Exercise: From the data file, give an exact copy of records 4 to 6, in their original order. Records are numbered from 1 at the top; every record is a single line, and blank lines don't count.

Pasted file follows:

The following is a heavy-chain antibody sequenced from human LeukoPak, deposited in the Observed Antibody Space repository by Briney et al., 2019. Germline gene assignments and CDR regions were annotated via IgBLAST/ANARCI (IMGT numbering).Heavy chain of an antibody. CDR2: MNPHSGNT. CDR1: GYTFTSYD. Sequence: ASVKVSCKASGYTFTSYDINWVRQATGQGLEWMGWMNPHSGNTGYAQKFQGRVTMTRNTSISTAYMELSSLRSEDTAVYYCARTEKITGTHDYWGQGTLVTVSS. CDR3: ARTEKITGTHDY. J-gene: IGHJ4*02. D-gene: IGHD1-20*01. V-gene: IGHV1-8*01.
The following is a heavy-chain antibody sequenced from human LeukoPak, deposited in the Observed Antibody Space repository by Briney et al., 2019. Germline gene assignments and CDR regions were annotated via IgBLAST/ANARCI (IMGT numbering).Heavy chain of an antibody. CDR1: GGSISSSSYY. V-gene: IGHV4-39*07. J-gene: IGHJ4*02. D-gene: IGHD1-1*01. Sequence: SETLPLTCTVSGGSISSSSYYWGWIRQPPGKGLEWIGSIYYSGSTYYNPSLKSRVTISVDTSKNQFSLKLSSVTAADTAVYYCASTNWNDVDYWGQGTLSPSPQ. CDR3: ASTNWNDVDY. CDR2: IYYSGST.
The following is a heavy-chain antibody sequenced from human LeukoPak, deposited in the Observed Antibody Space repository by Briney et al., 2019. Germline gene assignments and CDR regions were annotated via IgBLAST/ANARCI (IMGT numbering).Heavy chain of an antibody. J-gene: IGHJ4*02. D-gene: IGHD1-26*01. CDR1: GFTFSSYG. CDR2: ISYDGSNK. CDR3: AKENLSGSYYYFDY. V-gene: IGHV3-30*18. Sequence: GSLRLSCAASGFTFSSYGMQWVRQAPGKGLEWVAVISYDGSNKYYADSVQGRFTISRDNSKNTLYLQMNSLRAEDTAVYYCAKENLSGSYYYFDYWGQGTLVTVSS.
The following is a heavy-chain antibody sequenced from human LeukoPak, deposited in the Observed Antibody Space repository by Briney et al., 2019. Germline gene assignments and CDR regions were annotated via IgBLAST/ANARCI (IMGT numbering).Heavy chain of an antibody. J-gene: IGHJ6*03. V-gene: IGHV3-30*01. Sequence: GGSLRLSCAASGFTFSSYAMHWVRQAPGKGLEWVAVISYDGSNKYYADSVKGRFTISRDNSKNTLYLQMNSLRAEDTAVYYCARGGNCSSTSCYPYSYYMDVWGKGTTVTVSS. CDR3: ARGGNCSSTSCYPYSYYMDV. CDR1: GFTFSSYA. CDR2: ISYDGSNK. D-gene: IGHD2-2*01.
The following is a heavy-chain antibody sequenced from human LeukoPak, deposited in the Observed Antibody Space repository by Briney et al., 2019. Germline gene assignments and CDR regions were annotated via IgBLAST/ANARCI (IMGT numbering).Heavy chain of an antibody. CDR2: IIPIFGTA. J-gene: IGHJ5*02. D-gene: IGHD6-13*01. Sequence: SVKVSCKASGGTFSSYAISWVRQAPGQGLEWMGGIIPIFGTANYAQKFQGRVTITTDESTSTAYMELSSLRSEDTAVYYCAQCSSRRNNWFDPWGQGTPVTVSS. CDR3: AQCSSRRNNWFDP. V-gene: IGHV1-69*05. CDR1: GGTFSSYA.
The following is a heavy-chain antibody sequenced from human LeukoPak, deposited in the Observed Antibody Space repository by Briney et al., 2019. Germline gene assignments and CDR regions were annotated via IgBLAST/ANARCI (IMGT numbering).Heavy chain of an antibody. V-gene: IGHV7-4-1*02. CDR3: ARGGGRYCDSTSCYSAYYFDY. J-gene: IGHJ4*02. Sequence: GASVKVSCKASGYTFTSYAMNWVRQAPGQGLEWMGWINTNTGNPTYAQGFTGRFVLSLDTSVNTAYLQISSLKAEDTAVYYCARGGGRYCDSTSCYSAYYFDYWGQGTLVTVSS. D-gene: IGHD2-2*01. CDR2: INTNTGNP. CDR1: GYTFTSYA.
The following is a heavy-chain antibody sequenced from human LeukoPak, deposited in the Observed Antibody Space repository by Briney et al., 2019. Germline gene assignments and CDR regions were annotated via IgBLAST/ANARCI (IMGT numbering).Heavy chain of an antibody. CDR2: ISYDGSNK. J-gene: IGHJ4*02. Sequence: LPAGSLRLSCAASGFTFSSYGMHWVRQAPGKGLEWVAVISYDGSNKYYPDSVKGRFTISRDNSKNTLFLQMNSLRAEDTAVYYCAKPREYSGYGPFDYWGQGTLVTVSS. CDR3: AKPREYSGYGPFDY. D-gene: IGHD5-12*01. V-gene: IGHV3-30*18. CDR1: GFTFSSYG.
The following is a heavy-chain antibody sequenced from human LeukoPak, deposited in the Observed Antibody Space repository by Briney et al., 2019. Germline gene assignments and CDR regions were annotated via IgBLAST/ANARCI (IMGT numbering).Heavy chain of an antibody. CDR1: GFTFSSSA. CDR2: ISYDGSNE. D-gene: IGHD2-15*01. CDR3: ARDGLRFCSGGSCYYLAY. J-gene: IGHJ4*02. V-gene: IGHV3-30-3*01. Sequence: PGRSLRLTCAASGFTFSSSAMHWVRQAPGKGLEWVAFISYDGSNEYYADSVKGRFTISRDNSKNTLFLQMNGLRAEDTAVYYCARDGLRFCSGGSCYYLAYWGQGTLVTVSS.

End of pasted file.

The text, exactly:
The following is a heavy-chain antibody sequenced from human LeukoPak, deposited in the Observed Antibody Space repository by Briney et al., 2019. Germline gene assignments and CDR regions were annotated via IgBLAST/ANARCI (IMGT numbering).Heavy chain of an antibody. J-gene: IGHJ6*03. V-gene: IGHV3-30*01. Sequence: GGSLRLSCAASGFTFSSYAMHWVRQAPGKGLEWVAVISYDGSNKYYADSVKGRFTISRDNSKNTLYLQMNSLRAEDTAVYYCARGGNCSSTSCYPYSYYMDVWGKGTTVTVSS. CDR3: ARGGNCSSTSCYPYSYYMDV. CDR1: GFTFSSYA. CDR2: ISYDGSNK. D-gene: IGHD2-2*01.
The following is a heavy-chain antibody sequenced from human LeukoPak, deposited in the Observed Antibody Space repository by Briney et al., 2019. Germline gene assignments and CDR regions were annotated via IgBLAST/ANARCI (IMGT numbering).Heavy chain of an antibody. CDR2: IIPIFGTA. J-gene: IGHJ5*02. D-gene: IGHD6-13*01. Sequence: SVKVSCKASGGTFSSYAISWVRQAPGQGLEWMGGIIPIFGTANYAQKFQGRVTITTDESTSTAYMELSSLRSEDTAVYYCAQCSSRRNNWFDPWGQGTPVTVSS. CDR3: AQCSSRRNNWFDP. V-gene: IGHV1-69*05. CDR1: GGTFSSYA.
The following is a heavy-chain antibody sequenced from human LeukoPak, deposited in the Observed Antibody Space repository by Briney et al., 2019. Germline gene assignments and CDR regions were annotated via IgBLAST/ANARCI (IMGT numbering).Heavy chain of an antibody. V-gene: IGHV7-4-1*02. CDR3: ARGGGRYCDSTSCYSAYYFDY. J-gene: IGHJ4*02. Sequence: GASVKVSCKASGYTFTSYAMNWVRQAPGQGLEWMGWINTNTGNPTYAQGFTGRFVLSLDTSVNTAYLQISSLKAEDTAVYYCARGGGRYCDSTSCYSAYYFDYWGQGTLVTVSS. D-gene: IGHD2-2*01. CDR2: INTNTGNP. CDR1: GYTFTSYA.